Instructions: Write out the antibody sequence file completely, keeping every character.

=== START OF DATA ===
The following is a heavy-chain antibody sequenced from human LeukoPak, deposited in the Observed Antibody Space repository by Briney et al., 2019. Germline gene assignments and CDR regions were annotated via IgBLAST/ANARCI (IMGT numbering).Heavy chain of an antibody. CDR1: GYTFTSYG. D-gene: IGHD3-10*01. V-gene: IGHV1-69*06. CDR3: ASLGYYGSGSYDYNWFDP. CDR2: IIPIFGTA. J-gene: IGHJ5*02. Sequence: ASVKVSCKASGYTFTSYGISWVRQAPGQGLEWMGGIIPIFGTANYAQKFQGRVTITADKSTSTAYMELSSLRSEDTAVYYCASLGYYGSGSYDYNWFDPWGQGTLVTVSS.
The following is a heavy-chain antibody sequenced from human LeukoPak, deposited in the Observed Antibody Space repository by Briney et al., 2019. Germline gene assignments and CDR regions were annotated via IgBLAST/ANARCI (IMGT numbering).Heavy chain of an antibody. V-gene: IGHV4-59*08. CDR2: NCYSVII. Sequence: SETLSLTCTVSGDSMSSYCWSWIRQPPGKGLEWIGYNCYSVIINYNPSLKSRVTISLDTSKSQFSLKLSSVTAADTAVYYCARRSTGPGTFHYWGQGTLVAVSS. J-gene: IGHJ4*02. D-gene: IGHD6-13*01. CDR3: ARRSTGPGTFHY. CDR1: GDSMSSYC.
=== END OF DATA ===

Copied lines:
The following is a heavy-chain antibody sequenced from human LeukoPak, deposited in the Observed Antibody Space repository by Briney et al., 2019. Germline gene assignments and CDR regions were annotated via IgBLAST/ANARCI (IMGT numbering).Heavy chain of an antibody. CDR1: GYTFTSYG. D-gene: IGHD3-10*01. V-gene: IGHV1-69*06. CDR3: ASLGYYGSGSYDYNWFDP. CDR2: IIPIFGTA. J-gene: IGHJ5*02. Sequence: ASVKVSCKASGYTFTSYGISWVRQAPGQGLEWMGGIIPIFGTANYAQKFQGRVTITADKSTSTAYMELSSLRSEDTAVYYCASLGYYGSGSYDYNWFDPWGQGTLVTVSS.
The following is a heavy-chain antibody sequenced from human LeukoPak, deposited in the Observed Antibody Space repository by Briney et al., 2019. Germline gene assignments and CDR regions were annotated via IgBLAST/ANARCI (IMGT numbering).Heavy chain of an antibody. V-gene: IGHV4-59*08. CDR2: NCYSVII. Sequence: SETLSLTCTVSGDSMSSYCWSWIRQPPGKGLEWIGYNCYSVIINYNPSLKSRVTISLDTSKSQFSLKLSSVTAADTAVYYCARRSTGPGTFHYWGQGTLVAVSS. J-gene: IGHJ4*02. D-gene: IGHD6-13*01. CDR3: ARRSTGPGTFHY. CDR1: GDSMSSYC.